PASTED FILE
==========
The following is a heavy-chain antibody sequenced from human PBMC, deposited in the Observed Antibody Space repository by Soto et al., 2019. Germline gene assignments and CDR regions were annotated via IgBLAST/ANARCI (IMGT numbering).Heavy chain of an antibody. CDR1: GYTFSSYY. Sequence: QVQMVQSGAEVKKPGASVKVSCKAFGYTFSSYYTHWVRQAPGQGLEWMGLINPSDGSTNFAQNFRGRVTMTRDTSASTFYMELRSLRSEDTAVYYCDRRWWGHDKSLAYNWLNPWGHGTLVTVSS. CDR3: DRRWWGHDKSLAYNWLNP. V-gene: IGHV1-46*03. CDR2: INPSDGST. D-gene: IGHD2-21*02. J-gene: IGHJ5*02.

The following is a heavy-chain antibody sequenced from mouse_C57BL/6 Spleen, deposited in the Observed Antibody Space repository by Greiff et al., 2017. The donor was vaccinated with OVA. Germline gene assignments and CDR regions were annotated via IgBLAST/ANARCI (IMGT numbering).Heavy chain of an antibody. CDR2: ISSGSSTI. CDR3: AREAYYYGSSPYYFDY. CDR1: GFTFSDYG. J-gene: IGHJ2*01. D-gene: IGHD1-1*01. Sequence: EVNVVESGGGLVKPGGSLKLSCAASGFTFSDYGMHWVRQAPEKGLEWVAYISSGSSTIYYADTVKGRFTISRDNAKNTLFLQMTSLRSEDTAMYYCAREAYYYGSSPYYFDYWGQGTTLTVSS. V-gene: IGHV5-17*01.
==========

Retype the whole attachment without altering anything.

The following is a heavy-chain antibody sequenced from human PBMC, deposited in the Observed Antibody Space repository by Soto et al., 2019. Germline gene assignments and CDR regions were annotated via IgBLAST/ANARCI (IMGT numbering).Heavy chain of an antibody. CDR1: GYTFSSYY. Sequence: QVQMVQSGAEVKKPGASVKVSCKAFGYTFSSYYTHWVRQAPGQGLEWMGLINPSDGSTNFAQNFRGRVTMTRDTSASTFYMELRSLRSEDTAVYYCDRRWWGHDKSLAYNWLNPWGHGTLVTVSS. CDR3: DRRWWGHDKSLAYNWLNP. V-gene: IGHV1-46*03. CDR2: INPSDGST. D-gene: IGHD2-21*02. J-gene: IGHJ5*02.

The following is a heavy-chain antibody sequenced from mouse_C57BL/6 Spleen, deposited in the Observed Antibody Space repository by Greiff et al., 2017. The donor was vaccinated with OVA. Germline gene assignments and CDR regions were annotated via IgBLAST/ANARCI (IMGT numbering).Heavy chain of an antibody. CDR2: ISSGSSTI. CDR3: AREAYYYGSSPYYFDY. CDR1: GFTFSDYG. J-gene: IGHJ2*01. D-gene: IGHD1-1*01. Sequence: EVNVVESGGGLVKPGGSLKLSCAASGFTFSDYGMHWVRQAPEKGLEWVAYISSGSSTIYYADTVKGRFTISRDNAKNTLFLQMTSLRSEDTAMYYCAREAYYYGSSPYYFDYWGQGTTLTVSS. V-gene: IGHV5-17*01.